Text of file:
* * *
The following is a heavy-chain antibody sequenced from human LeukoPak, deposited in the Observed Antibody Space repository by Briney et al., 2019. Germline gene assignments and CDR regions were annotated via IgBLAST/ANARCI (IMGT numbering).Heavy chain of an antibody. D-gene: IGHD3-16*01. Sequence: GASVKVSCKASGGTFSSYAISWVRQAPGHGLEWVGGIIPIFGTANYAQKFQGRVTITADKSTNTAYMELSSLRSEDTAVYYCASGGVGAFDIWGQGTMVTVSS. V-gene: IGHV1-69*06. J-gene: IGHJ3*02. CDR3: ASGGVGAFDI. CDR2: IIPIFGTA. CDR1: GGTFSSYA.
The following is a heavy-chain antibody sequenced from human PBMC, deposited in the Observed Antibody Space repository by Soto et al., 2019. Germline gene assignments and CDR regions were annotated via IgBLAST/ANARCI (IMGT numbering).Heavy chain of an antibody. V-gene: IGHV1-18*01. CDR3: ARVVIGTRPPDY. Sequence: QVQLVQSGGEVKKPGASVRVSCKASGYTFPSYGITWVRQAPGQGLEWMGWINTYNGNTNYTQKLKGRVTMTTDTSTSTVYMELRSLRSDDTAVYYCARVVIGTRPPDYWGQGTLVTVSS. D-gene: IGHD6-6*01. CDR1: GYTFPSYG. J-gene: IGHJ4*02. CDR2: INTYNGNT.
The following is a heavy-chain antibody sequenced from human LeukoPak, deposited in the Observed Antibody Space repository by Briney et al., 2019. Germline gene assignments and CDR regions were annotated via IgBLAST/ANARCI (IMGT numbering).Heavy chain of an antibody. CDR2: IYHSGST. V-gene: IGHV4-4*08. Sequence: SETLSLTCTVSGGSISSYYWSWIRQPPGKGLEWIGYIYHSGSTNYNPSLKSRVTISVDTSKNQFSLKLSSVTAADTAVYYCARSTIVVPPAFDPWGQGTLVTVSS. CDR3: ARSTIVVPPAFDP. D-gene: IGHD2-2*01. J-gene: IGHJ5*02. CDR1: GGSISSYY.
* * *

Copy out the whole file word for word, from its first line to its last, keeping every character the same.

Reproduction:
The following is a heavy-chain antibody sequenced from human LeukoPak, deposited in the Observed Antibody Space repository by Briney et al., 2019. Germline gene assignments and CDR regions were annotated via IgBLAST/ANARCI (IMGT numbering).Heavy chain of an antibody. D-gene: IGHD3-16*01. Sequence: GASVKVSCKASGGTFSSYAISWVRQAPGHGLEWVGGIIPIFGTANYAQKFQGRVTITADKSTNTAYMELSSLRSEDTAVYYCASGGVGAFDIWGQGTMVTVSS. V-gene: IGHV1-69*06. J-gene: IGHJ3*02. CDR3: ASGGVGAFDI. CDR2: IIPIFGTA. CDR1: GGTFSSYA.
The following is a heavy-chain antibody sequenced from human PBMC, deposited in the Observed Antibody Space repository by Soto et al., 2019. Germline gene assignments and CDR regions were annotated via IgBLAST/ANARCI (IMGT numbering).Heavy chain of an antibody. V-gene: IGHV1-18*01. CDR3: ARVVIGTRPPDY. Sequence: QVQLVQSGGEVKKPGASVRVSCKASGYTFPSYGITWVRQAPGQGLEWMGWINTYNGNTNYTQKLKGRVTMTTDTSTSTVYMELRSLRSDDTAVYYCARVVIGTRPPDYWGQGTLVTVSS. D-gene: IGHD6-6*01. CDR1: GYTFPSYG. J-gene: IGHJ4*02. CDR2: INTYNGNT.
The following is a heavy-chain antibody sequenced from human LeukoPak, deposited in the Observed Antibody Space repository by Briney et al., 2019. Germline gene assignments and CDR regions were annotated via IgBLAST/ANARCI (IMGT numbering).Heavy chain of an antibody. CDR2: IYHSGST. V-gene: IGHV4-4*08. Sequence: SETLSLTCTVSGGSISSYYWSWIRQPPGKGLEWIGYIYHSGSTNYNPSLKSRVTISVDTSKNQFSLKLSSVTAADTAVYYCARSTIVVPPAFDPWGQGTLVTVSS. CDR3: ARSTIVVPPAFDP. D-gene: IGHD2-2*01. J-gene: IGHJ5*02. CDR1: GGSISSYY.